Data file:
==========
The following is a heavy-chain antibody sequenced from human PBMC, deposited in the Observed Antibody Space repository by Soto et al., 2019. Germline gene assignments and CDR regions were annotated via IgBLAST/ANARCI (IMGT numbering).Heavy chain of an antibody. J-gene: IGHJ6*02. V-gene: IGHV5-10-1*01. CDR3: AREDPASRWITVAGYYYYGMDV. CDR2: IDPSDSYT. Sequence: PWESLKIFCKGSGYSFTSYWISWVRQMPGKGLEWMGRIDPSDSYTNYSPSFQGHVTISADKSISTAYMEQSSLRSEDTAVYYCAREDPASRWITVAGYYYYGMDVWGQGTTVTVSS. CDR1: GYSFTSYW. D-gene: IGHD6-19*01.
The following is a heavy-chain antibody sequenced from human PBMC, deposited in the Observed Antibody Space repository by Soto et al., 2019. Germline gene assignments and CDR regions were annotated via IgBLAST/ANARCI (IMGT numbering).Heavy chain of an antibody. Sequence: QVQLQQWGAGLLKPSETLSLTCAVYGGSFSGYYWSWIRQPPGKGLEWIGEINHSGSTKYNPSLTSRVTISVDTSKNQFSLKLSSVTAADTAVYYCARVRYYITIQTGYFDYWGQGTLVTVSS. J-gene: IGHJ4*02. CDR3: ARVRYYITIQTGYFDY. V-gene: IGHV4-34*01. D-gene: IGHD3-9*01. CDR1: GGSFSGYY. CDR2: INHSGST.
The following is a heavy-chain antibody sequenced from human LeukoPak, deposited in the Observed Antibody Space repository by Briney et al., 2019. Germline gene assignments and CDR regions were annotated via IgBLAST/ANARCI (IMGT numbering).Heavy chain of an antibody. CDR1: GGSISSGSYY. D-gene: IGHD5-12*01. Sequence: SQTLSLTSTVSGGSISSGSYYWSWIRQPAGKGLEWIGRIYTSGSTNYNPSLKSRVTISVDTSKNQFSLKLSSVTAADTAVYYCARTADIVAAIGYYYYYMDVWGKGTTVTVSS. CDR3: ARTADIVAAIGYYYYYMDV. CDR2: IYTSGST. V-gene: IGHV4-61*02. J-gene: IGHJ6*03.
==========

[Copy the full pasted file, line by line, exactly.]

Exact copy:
The following is a heavy-chain antibody sequenced from human PBMC, deposited in the Observed Antibody Space repository by Soto et al., 2019. Germline gene assignments and CDR regions were annotated via IgBLAST/ANARCI (IMGT numbering).Heavy chain of an antibody. J-gene: IGHJ6*02. V-gene: IGHV5-10-1*01. CDR3: AREDPASRWITVAGYYYYGMDV. CDR2: IDPSDSYT. Sequence: PWESLKIFCKGSGYSFTSYWISWVRQMPGKGLEWMGRIDPSDSYTNYSPSFQGHVTISADKSISTAYMEQSSLRSEDTAVYYCAREDPASRWITVAGYYYYGMDVWGQGTTVTVSS. CDR1: GYSFTSYW. D-gene: IGHD6-19*01.
The following is a heavy-chain antibody sequenced from human PBMC, deposited in the Observed Antibody Space repository by Soto et al., 2019. Germline gene assignments and CDR regions were annotated via IgBLAST/ANARCI (IMGT numbering).Heavy chain of an antibody. Sequence: QVQLQQWGAGLLKPSETLSLTCAVYGGSFSGYYWSWIRQPPGKGLEWIGEINHSGSTKYNPSLTSRVTISVDTSKNQFSLKLSSVTAADTAVYYCARVRYYITIQTGYFDYWGQGTLVTVSS. J-gene: IGHJ4*02. CDR3: ARVRYYITIQTGYFDY. V-gene: IGHV4-34*01. D-gene: IGHD3-9*01. CDR1: GGSFSGYY. CDR2: INHSGST.
The following is a heavy-chain antibody sequenced from human LeukoPak, deposited in the Observed Antibody Space repository by Briney et al., 2019. Germline gene assignments and CDR regions were annotated via IgBLAST/ANARCI (IMGT numbering).Heavy chain of an antibody. CDR1: GGSISSGSYY. D-gene: IGHD5-12*01. Sequence: SQTLSLTSTVSGGSISSGSYYWSWIRQPAGKGLEWIGRIYTSGSTNYNPSLKSRVTISVDTSKNQFSLKLSSVTAADTAVYYCARTADIVAAIGYYYYYMDVWGKGTTVTVSS. CDR3: ARTADIVAAIGYYYYYMDV. CDR2: IYTSGST. V-gene: IGHV4-61*02. J-gene: IGHJ6*03.